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Portfolio Life: The New Path to Work, Purpose, and Passion After 50 [NOOK Book]

Overview

We are not only living longer and healthier lives; those of us over 50 are tackling a life stage that did not exist twenty-five years ago—a new arena that could last three or four decades after our initial careers have ended.

In this groundbreaking book, David Corbett, a thought leader on life transitions for executives and professionals, offers a compelling alternative to traditional retirement. Portfolio ...

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Portfolio Life: The New Path to Work, Purpose, and Passion After 50

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Overview

We are not only living longer and healthier lives; those of us over 50 are tackling a life stage that did not exist twenty-five years ago—a new arena that could last three or four decades after our initial careers have ended.

In this groundbreaking book, David Corbett, a thought leader on life transitions for executives and professionals, offers a compelling alternative to traditional retirement. Portfolio Life shows how to adopt a new way of thinking and living in extended middle age. This period was once relegated to winding down, but now it holds the promise of our most significant and passionate years, a time when we can be ourselves and contribute. Corbett describes a "life portfolio"—a balanced mix of work, learning, leisure, family time, and giving back that individuals tailor to their personality and goals. Using compelling stories, the book shows how to allocate one's time and energy among competing needs and personal dreams. The author includes advice on discovering our callings, the entrepreneurial spirit, spirituality, the role of legacy, and more.

Corbett elaborates a disciplined, step-by-step process for creating a life portfolio. He explores long- and short-term portfolio planning, offering practical suggestions and exercises. He also shows how to deal with the emotional turbulence that is inevitable in this transition. Portfolio Life is a guide not to surviving but to flourishing after careers end. Corbett holds that a life portfolio touches on what is really worth living for—those goals and purposes we need to call to mind throughout life's journey.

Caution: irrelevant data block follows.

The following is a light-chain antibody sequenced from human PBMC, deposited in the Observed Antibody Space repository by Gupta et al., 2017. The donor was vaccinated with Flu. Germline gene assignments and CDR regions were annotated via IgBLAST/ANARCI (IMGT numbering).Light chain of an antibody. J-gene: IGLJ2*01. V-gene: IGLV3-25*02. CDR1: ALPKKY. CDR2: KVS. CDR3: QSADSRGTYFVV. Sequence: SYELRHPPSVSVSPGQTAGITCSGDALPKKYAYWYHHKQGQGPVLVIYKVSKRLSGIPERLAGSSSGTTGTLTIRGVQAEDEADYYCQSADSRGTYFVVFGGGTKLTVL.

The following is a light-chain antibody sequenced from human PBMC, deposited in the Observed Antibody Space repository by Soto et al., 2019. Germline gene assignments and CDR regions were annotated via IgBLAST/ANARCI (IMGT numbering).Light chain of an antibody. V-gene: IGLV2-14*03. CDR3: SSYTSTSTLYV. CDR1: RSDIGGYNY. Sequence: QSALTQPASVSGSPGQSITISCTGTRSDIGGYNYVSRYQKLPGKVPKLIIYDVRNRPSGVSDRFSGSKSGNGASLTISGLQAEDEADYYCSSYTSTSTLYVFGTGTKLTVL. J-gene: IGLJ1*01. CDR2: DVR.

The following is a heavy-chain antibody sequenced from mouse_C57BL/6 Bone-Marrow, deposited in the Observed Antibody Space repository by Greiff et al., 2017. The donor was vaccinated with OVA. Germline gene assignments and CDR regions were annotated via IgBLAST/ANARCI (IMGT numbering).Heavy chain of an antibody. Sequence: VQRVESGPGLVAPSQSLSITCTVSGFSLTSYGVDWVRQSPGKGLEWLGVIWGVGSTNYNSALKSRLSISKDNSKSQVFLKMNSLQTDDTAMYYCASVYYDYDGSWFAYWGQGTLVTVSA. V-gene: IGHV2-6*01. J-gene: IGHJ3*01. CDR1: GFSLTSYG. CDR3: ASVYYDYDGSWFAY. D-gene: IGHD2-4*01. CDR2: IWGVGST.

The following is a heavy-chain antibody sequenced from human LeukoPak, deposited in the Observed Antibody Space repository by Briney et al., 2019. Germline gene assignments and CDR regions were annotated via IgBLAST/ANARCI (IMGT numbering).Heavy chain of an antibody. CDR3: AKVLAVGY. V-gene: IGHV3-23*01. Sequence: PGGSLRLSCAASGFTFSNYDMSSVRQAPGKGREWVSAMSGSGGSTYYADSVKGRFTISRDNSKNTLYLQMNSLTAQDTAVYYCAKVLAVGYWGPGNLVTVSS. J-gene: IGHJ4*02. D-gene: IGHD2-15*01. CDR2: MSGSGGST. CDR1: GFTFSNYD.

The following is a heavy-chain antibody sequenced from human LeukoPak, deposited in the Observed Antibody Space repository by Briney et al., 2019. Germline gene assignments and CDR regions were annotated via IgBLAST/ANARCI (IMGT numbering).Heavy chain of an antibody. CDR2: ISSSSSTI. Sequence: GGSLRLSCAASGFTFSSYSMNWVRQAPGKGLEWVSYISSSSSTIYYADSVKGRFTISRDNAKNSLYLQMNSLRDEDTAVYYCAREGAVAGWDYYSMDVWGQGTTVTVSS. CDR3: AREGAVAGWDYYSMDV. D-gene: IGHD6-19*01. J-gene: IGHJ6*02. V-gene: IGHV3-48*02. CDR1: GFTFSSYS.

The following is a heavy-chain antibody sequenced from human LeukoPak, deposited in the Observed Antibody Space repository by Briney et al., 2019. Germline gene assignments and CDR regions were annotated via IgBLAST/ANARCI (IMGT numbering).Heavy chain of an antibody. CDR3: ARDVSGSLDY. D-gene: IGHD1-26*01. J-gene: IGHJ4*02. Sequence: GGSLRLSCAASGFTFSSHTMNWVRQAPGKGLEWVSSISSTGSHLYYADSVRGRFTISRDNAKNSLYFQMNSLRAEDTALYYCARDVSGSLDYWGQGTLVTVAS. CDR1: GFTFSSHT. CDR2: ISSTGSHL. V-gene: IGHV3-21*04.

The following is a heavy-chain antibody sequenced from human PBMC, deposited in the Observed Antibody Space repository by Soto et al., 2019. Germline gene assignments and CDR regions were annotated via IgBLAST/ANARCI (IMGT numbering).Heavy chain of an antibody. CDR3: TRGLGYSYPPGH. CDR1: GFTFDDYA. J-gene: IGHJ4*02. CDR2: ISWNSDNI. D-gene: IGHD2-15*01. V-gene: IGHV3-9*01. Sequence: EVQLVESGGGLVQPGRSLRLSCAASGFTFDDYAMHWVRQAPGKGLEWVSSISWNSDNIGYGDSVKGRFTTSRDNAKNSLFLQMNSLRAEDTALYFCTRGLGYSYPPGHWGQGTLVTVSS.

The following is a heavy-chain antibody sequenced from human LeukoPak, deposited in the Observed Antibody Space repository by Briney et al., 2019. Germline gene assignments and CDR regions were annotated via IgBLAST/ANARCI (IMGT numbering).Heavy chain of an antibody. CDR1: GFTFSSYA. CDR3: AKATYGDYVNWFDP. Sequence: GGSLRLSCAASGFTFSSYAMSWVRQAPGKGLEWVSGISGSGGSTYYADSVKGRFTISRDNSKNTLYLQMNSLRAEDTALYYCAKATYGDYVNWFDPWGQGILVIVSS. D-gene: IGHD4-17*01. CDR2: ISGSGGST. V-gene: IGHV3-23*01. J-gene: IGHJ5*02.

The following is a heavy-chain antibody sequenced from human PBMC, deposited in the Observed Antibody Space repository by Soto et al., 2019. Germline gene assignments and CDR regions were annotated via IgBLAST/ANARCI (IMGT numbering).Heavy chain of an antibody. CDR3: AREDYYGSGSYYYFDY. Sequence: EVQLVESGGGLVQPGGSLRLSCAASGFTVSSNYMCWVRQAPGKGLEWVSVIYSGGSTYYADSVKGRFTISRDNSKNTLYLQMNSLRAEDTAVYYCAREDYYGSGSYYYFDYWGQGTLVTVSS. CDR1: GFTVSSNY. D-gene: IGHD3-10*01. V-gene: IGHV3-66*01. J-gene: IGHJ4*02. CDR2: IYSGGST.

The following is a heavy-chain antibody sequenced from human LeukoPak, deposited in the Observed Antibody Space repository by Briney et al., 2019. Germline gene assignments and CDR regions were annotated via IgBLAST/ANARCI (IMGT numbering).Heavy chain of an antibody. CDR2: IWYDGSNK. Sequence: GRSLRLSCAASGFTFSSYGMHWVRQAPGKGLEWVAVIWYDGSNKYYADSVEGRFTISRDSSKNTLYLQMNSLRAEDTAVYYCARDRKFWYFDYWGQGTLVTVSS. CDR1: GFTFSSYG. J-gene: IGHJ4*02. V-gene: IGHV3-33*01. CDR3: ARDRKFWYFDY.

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Editorial Reviews

Publishers Weekly
As the boomer generation's hair turns gray, it's not surprising to see retirement advice books like this one, which argues against conventional scenarios. As founder and CEO of New Directions, which coaches older workers on making the transition from working to life after a career, author Corbett points out that boomers' longer life expectancy and better health means that reprioritizing may be more rewarding than simply stopping working. In his first few chapters, Corbett discusses why the concept of retirement needs to be retired, then quickly moves to his central proposal. He encourages readers to focus on building a portfolio of skills, which allows them to shuffle their skills in the same way they would remix a financial portfolio, rather than follow a linear career trajectory. Instead of abandoning work altogether, people can refocus later in life on the preferred skills and meaningful pursuits that suit them best. This insightful and readable book provides not only a convincing argument for the portfolio concept but also concrete instructions on how to get started. If there's a drawback, it's that the subtitle dismisses younger readers who could benefit by putting this plan into action long before reaching age 50. (Nov.) Copyright 2006 Reed Business Information.
Library Journal